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Swiss protesters Police investigate source of Hamburg violence

Protesters stay between fires on a street during a protest against the G20 summit in Hamburg


Swiss authorities are examining whether to bring criminal charges against some of the left-wing Swiss proponents of last week’s violent demonstrations at the Group of 20 summit in Germany.

The public prosecutor’s office in Bern is looking into a possible criminal procedure based on the police’s investigation into the suspected planning of violence against officers, according to a report in Swiss newspaper Blick on Tuesday.

The investigation revolves around a controversial public culture centre known as the Reitschule in Bern, which has split opinion for decades. Supporters call it a symbol of a liberal and free society, while opponents argue it is a hotbed of left-wing extremism and drug dealing.

"The cantonal police have ascertained the facts and will report them to the prosecutor's office," said Christof Scheuer, a spokesman for that officeexternal link. The prosecutors, he said, are looking at whether a procedure should be opened and fits “within the framework of the question of who can be held responsible” for the violence in Hamburg.

Broader implications

The move in Switzerland mirrors wider calls for a crackdown on the anti-capitalist militants and members of the extreme left-wing who traveled to the G20 summit Germany from across Europe.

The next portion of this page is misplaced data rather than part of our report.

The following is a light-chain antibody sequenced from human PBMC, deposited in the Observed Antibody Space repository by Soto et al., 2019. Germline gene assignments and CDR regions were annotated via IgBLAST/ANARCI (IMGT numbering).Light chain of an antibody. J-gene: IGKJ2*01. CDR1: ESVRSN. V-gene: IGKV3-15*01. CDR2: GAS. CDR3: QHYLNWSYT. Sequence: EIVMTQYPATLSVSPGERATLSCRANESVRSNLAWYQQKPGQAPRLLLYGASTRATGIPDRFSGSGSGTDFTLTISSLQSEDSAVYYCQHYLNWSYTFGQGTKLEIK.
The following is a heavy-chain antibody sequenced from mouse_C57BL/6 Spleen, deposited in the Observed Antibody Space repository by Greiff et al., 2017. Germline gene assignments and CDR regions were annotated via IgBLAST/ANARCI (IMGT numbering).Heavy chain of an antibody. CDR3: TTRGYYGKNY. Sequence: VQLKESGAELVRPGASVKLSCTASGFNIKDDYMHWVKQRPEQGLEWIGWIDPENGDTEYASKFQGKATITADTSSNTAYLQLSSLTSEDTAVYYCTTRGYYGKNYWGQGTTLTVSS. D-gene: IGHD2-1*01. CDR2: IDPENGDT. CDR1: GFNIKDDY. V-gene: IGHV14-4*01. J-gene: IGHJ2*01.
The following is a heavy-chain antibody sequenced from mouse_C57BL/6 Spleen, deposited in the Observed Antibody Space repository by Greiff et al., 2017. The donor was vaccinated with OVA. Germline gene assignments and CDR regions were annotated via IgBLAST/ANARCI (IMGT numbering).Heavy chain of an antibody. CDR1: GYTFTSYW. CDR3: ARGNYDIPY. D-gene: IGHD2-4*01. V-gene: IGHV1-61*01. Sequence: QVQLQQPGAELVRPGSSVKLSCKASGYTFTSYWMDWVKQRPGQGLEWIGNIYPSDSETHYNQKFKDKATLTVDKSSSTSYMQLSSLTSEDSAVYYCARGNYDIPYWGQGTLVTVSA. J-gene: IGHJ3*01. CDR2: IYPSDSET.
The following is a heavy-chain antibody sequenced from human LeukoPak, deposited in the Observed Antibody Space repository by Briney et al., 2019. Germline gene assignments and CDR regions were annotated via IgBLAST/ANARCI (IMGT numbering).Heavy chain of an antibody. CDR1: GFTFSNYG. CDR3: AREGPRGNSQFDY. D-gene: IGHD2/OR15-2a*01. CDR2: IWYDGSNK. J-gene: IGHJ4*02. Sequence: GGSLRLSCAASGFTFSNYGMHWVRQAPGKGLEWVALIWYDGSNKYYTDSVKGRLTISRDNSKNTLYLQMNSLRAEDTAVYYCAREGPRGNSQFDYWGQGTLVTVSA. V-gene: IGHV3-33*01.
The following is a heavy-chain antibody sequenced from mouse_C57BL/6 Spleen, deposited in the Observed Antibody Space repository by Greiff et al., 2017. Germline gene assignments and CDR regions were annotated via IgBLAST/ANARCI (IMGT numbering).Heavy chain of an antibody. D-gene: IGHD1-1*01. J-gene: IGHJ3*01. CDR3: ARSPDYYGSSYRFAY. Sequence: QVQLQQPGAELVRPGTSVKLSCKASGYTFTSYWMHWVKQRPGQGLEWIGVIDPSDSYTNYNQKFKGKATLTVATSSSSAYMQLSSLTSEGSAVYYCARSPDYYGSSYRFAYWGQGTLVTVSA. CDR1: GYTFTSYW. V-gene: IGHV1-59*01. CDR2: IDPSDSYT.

Germany's latest estimates say it has 28,500 left-wing extremists, including 8,500 who were considered violent. Italy, Greece and Sweden have similar radical left-wing movements, as does Switzerland in some of its biggest cities, such as Zurich and Bern.

Supporters of German Chancellor Angela Merkel, hostexternal link to last weekend’s summit in Hamburg, have called for a possible Europe-wide registry and other new efforts to thwart left-wing extremists.

The summit drew tens of thousands of protesters and ended in violent clashes and injuries to almost 500 police officers. The damages, including two nights of looted shops, burnt cars and other violence, is expected to cost millions of euros.

The violence overshadowed the media coverage of the summit, which included the first meeting between US President Donald Trump and his Russian counterpart, Vladimir Putin.

Long-simmering discontent

Bern's city-owned Reitschule, or “Riding School”, is an entertainment venue in a 19th century building with a colourful and often controversial history.

Bern’s left-wing local government has kept it open despite attempts by some authorities to shut it down because of its association with radical left-wing movements.

On its websiteexternal link, the centre offers a long series of media releases arguing with authorities. In the latest one, on May 24, it takes aim at “the wrongly conveyed facts of the cantonal police and criticises the fact that the police once more pursue policies that oppose the Reitschule”.

Voters have on at least five occasions rejected initiatives aiming to shut it down in the wake of violence. Voters in 2010 rejected a bid by the local sectionexternal link of the rightwing Swiss People’s Party calling for the Reitschule to be sold to the highest bidder. More recently, it was the centre of riots over squatters’ rights that caused injuries and hundreds of thousands of Swiss francs in damage.

Last year, the People’s Party handed in its initiative to close the Reitschule. It called for a CHF54 million ($54.1 million) cut in subsidies for the city of Bern from public coffers if the autonomous cultural centre is not closed down.

After Bern’s cantonal parliamentexternal link deemed the initiative invalid, the People’s Party challenged the decision in court. and agencies/jmh

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